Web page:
My son, Ashton, lining up in the bank.
Good money habits can take a long time to form but money experts agree that the earlier we teach our kids about money, the better it is for their own future. If you ask why, just think about how your own money decisions have affected your life. There are money mistakes we wish we never made i.e. incurring credit card debt; and there are sound financial decisions, like investing in a mutual fund, that we wish we made earlier.
We cannot turn back time but time is still on our children’s side. It is up to us to save our children from the consequences of bad money habits and equip them with the right skills to unlock their own financial freedom.
Real-life tips to teach children about money:
1. Talk about money – Discussions about money should not be painful. You do not have to be a registered financial planner just to start discussions about money with your child. Remember, money is a reality of life and it is connected to almost everything that we do.
Start by asking your child questions like:
- What do you think mommy and/or daddy does when they go to work?
- Why do you think mommy and/or daddy goes to work?
You might be surprised by your kid’s answers. My son said I work just because I want to and for my own benefit. I took this opportunity to explain the concept of work and money. Plus, how our work ultimately allows us to buy our needs.
Now my son responds better when I say “huwag kang mag-aksaya” (don’t be wasteful) because he knows that we work hard for what we have. Basic needs like food don’t magically appear on the table. He also now respects my work-at-home hours and know better not to interrupt.
If you are uncomfortable talking about money, chances are, and like many of us – your own parents did not talk about it too often with you when you were a child. Here are possible reasons why they didn’t:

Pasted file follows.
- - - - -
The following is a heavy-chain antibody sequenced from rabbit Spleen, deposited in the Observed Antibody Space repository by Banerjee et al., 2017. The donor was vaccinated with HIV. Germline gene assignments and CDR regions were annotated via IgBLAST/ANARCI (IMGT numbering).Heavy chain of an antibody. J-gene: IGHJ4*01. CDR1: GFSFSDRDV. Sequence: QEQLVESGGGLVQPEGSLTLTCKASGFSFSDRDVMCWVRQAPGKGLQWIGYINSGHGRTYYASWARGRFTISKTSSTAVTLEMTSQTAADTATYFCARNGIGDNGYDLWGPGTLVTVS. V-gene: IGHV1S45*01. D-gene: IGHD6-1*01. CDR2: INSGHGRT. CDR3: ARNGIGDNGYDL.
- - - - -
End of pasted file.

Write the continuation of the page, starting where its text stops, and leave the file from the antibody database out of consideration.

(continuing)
- It is “distasteful” to talk about money with children;
- It is a difficult topic because they don’t know either;
- They do not have the time to talk about it; or
- They do not have money.
Are these the same reasons why you haven’t talked about money with your children? Could you imagine what it would have been like if your parents taught you about money at an early age?
2. Give them a job – By 5 or 6 years old, your child has sufficiently developed physically and mentally to perform some chores. If you followed my first tip, they would now know what having a job means and the reward that it offers.
My 6 year old son’s first job is to fix our bed every morning. For this he earns P1 every time he completes the task. This small habit helps him understand the relationship of money, time, and skills. There will be times that your child will refuse to do his or her job. That’s okay too. When they don’t accomplish their job, it also exposes them to the consequence of not earning.
Sometimes, my son tells me at night that he wished he made up the bed in the morning and regret that he did not earn his 1 peso. Mission accomplished!
Lace Llanora started blogging to share information on pregnancy, breastfeeding, childcare, family, and health. She won first place at Sun Life Financial Philippines’ #SINAG Awards in 2015. Read more about her via mommylace.com.